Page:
Flat tires can happen anywhere and at any time. And emergency roadside assistance may not always be available. According to AAA, nearly 1 in 5 U.S. drivers don’t know how to change a flat tire.
So it’s essential to know how to change a car tire. Here’s our step-by-step guide to changing a flat tire.
1. Find a Safe Spot
It’s not always easy to find a good spot for changing a tire safely. Aim for a level, hard surface with some distance between the road and your car. But don’t drive too long on your rim, or you’ll be paying for a new wheel as well.
2. Park and Secure Your Car
Once you find a safe spot, park there. Then, turn off your engine and use the emergency or parking brake before you change a flat. And before you get out of your car, turn on your hazard lights.
After you’ve parked, you can place wheel chocks or a heavy rock behind the opposite side of the flat tire to keep your car from rolling.
3. Check & Remove All Your Tools
Before you begin removing your flat tire, make sure all the tools are there. Check your spare time as well, and make sure the tire is filled appropriately. Consult your owner’s manual to check where your jack, spare tire, and tire tools are.
We recommend trying out the tools and getting familiar with how to use them. With experience handling the tools, you’ll be more comfortable performing the next steps.
Waiting to learn to change a flat tire until the emergency happens can be frustrating and dangerous. We recommend practicing when your tire is not flat to get used to the steps.
4. Loosen the Lug Nuts Slightly
If your car has a wheel cover, remove it first with a screwdriver or lug wrench. On some vehicles, the wheel cover is held in place by the lug nuts. Leave this style cover on the flat wheel.
Use the lug wrench to loosen the lugs nuts by turning the wrench counterclockwise. Hold the wrench and push down.
If the nuts are too tight, use penetrating oil to loosen them or push down on the lug wrench. You only want to loosen the lug nuts with one turn. Do not remove the lug nuts now.
5. Place the Jack
Once your lug nuts are loosened, you can start to lift your vehicle using your jack. Turn the crank on the jack to raise it until it comes into contact with your car’s frame.
Make sure it’s touching a sturdy spot. Never place the jack under the vehicle’s axle or suspension.
6. Lift Your Car
When you lift your car, crank it up to at least 6 inches. It may need to be higher than 6 inches to remove the flat tire. Lower your vehicle to reposition the jack if you notice an instability.
7. Remove the Lug Nuts
Use the lug wrench to remove the lug nuts. Once you’ve removed them, place the lug nuts in a spot where you won’t lose them. A good place to place the lug nuts is the inside of your car door.
8. Remove the Flat Tire
Once the lug nuts have been removed and stored safely, you can take the flat tire off with both hands. If it’s difficult to remove the tire, hit the rubber part of the tire with a hammer.
To remove it, pull the tire towards you. Once it’s off, place the flat tire under the car. It will act as a cushion in case your jack is unstable and drops your vehicle.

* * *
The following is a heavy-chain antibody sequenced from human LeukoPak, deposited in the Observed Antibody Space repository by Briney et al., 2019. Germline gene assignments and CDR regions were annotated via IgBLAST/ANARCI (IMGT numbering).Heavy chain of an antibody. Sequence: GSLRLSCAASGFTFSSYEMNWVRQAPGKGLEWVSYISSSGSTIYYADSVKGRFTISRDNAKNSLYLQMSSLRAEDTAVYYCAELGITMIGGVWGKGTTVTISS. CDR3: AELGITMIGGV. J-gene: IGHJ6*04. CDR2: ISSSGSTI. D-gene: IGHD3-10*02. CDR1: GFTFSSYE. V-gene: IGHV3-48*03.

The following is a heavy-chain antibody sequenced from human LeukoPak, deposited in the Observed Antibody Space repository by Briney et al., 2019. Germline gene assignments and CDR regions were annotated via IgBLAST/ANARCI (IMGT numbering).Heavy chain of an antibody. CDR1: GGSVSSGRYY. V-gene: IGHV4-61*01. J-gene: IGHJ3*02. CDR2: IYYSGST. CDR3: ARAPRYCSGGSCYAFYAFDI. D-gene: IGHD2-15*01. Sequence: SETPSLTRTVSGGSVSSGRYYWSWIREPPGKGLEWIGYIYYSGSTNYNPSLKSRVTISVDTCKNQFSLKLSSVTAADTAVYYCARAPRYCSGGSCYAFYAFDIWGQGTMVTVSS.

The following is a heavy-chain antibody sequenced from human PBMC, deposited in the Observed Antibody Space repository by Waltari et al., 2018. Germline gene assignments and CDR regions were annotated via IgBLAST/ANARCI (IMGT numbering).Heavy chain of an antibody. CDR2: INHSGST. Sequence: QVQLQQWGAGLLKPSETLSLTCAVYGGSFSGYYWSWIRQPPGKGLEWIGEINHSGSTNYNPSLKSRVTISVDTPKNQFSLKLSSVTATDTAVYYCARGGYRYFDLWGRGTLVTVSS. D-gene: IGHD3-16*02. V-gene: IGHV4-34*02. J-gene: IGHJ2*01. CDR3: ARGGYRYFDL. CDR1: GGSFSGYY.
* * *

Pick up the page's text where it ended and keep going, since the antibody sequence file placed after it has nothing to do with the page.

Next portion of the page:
9. Put On the Spare Tire
Put your spare tire in front of the wheel well. Once the tire is aligned with the wheel bolts, add your lug nuts. To put the lug nuts back on, turn them clockwise by hand.
Then take your wrench and turn the bolt tight enough to secure the tire before lowering it. Do not completely tighten them.
10. Lower Your Car
Slowly lower your vehicle back to the ground. Then remove the jack and block.
Once your car has been lowered, tighten the lug nuts as much as possible, in the proper sequence. There are different sequences for wheels with 4 and 5 lugs. Tightening the nuts in the appropriate order ensures that the wheel mounts correctly. It also ensures that the stress is evenly distributed over the wheel.
11. Clean Up
Take a deep breath; you did it!
Once you’re changed the tire, gather up all your tools and the flat tire and put them away. Before you start driving again, wipe your hands off to avoid smearing tar and dirt all over your interior.
12. Drive Home
Many spare tires are not full-size tires. These spares shouldn’t be driven at normal speeds and can only be driven for short distances. Check your owner’s manual for instructions and warnings for driving on a compact spare.
Most of the time, the tires are only rated for a max speed of 50-55 mph.
Driving faster on your spare could cause another blowout, which is something you’ll want to avoid. The car will also handle and brake differently, so be cautious and test the dynamics of the tiny tire.
13. Repair Or Replace Your Tire
Most spare tires are only designed to travel a small number of miles, so you’ll want to repair or replace your flat tire ASAP.
Drive to your nearest auto service and repair shop to have a professional technician evaluate your next steps. They’ll help you determine if you should repair or replace your damaged tire.
Find the Best Tires for Your Vehicle (New or Used)
At Murray’s Tire & Auto, our experts are happy to help. Our team of skilled technicians is here to help you get back on the road safely and as soon as possible. Learn more about our tire and maintenance services today.